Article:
But Chalfant ruled that that’s not sufficient. “There must be a nexus between pupil progress and the evaluations. No such nexus currently exists.”

“This does not mean that there must be a box on a form which directly addresses pupil progress,” he wrote. “It does mean that pupil progress must be reflected in some factor on a written teacher evaluation.”

Whether pupil progress – AGT alone or in combination with other student growth measures ­ – counts 20 percent or 30 percent of an evaluation, as Deasy has advocated, must be decided through negotiations, unless the district asserts a right to impose AGT unilaterally.

Villaraigosa’s Stull Act amendment

In 1999, when he was state Assembly speaker, Los Angeles Mayor Antonio Villaraigosa sponsored an amendment updating the Stull Act  to require the use of CST scores in teacher evaluations. Villaraigosa submitted a brief supporting this position.

Chalfant incorporated some of Villaraigosa’s points in explaining the rationale for his decision. In 2009-10, 99.3 percent of teachers evaluated received the highest evaluation rating, with 79 percent meeting all 27 measures of performance. This despite that the district “has one of the lowest high school graduation rates in the State, and an even lower percentage of students are college ready.”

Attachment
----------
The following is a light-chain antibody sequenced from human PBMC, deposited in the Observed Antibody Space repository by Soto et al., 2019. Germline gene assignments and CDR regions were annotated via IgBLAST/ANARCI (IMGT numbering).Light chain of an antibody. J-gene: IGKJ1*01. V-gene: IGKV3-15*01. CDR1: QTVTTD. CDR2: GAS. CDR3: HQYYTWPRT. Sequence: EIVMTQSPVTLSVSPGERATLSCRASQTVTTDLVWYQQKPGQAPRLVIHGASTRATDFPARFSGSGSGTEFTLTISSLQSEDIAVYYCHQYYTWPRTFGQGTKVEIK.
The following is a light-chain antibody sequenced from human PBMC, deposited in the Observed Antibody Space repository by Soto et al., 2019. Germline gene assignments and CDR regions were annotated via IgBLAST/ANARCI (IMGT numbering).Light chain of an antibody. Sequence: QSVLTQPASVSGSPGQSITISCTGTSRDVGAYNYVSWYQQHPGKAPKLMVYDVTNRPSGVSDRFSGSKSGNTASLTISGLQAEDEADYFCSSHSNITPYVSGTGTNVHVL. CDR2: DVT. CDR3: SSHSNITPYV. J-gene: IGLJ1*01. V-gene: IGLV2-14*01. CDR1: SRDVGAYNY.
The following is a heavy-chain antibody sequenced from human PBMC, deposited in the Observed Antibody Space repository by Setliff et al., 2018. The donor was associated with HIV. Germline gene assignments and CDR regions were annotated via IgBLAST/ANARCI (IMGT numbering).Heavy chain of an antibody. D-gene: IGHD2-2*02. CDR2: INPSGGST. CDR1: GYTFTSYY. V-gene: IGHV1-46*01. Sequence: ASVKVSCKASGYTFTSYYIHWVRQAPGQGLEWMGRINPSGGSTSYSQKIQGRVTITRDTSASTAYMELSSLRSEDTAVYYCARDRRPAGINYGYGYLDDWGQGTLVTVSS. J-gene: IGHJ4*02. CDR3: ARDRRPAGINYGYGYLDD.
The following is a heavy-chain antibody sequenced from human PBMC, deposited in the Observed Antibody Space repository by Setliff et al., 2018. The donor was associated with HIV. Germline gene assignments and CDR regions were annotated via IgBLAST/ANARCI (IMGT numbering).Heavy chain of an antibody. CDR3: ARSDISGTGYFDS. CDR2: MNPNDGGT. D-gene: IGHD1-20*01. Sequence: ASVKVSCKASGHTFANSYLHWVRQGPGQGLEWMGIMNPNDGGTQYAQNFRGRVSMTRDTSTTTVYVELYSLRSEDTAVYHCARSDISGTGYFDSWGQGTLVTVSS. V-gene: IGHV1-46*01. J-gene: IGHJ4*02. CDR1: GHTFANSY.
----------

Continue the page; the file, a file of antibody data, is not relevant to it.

“These failures cannot be laid solely at the feet of the District’s teachers,” Chalfant cointinued. “Students must want to learn in order to do so, and some students can never be motivated to learn. But the District has an obligation to look at any and all means available to help improve the dismal results of its student population. One means of improving student education is to evaluate teachers and administrators based on the overall progress of their students.”

Bill me: Legislative week in review

John Fensterwald co-wrote this article.